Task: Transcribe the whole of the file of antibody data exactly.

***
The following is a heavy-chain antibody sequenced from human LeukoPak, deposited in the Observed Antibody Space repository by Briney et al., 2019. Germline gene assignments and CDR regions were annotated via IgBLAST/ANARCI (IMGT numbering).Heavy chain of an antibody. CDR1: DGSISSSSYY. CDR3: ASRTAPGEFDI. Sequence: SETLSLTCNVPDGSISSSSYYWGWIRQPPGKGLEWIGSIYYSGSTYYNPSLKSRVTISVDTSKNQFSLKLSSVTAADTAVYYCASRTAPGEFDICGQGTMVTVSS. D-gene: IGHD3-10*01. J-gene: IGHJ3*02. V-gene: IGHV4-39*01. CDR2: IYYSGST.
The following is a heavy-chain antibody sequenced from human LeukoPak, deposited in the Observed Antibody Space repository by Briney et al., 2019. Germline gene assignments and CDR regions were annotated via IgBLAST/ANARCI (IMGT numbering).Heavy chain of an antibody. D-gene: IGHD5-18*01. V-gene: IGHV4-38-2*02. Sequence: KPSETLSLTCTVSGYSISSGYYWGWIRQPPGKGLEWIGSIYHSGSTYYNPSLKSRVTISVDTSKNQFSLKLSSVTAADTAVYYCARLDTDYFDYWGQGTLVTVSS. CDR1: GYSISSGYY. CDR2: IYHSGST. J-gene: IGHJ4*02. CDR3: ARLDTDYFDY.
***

The following is a heavy-chain antibody sequenced from human LeukoPak, deposited in the Observed Antibody Space repository by Briney et al., 2019. Germline gene assignments and CDR regions were annotated via IgBLAST/ANARCI (IMGT numbering).Heavy chain of an antibody. CDR1: DGSISSSSYY. CDR3: ASRTAPGEFDI. Sequence: SETLSLTCNVPDGSISSSSYYWGWIRQPPGKGLEWIGSIYYSGSTYYNPSLKSRVTISVDTSKNQFSLKLSSVTAADTAVYYCASRTAPGEFDICGQGTMVTVSS. D-gene: IGHD3-10*01. J-gene: IGHJ3*02. V-gene: IGHV4-39*01. CDR2: IYYSGST.
The following is a heavy-chain antibody sequenced from human LeukoPak, deposited in the Observed Antibody Space repository by Briney et al., 2019. Germline gene assignments and CDR regions were annotated via IgBLAST/ANARCI (IMGT numbering).Heavy chain of an antibody. D-gene: IGHD5-18*01. V-gene: IGHV4-38-2*02. Sequence: KPSETLSLTCTVSGYSISSGYYWGWIRQPPGKGLEWIGSIYHSGSTYYNPSLKSRVTISVDTSKNQFSLKLSSVTAADTAVYYCARLDTDYFDYWGQGTLVTVSS. CDR1: GYSISSGYY. CDR2: IYHSGST. J-gene: IGHJ4*02. CDR3: ARLDTDYFDY.